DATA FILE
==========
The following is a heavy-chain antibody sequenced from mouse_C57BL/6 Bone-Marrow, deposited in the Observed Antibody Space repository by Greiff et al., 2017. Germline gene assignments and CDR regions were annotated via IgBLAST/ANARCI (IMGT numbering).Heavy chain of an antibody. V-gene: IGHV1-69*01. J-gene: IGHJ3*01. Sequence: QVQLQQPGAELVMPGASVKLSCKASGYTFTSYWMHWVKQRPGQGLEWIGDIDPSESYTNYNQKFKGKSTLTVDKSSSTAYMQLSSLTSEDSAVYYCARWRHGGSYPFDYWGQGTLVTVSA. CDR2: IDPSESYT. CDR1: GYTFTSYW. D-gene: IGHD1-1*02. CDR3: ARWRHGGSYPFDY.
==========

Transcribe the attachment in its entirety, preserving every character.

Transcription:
The following is a heavy-chain antibody sequenced from mouse_C57BL/6 Bone-Marrow, deposited in the Observed Antibody Space repository by Greiff et al., 2017. Germline gene assignments and CDR regions were annotated via IgBLAST/ANARCI (IMGT numbering).Heavy chain of an antibody. V-gene: IGHV1-69*01. J-gene: IGHJ3*01. Sequence: QVQLQQPGAELVMPGASVKLSCKASGYTFTSYWMHWVKQRPGQGLEWIGDIDPSESYTNYNQKFKGKSTLTVDKSSSTAYMQLSSLTSEDSAVYYCARWRHGGSYPFDYWGQGTLVTVSA. CDR2: IDPSESYT. CDR1: GYTFTSYW. D-gene: IGHD1-1*02. CDR3: ARWRHGGSYPFDY.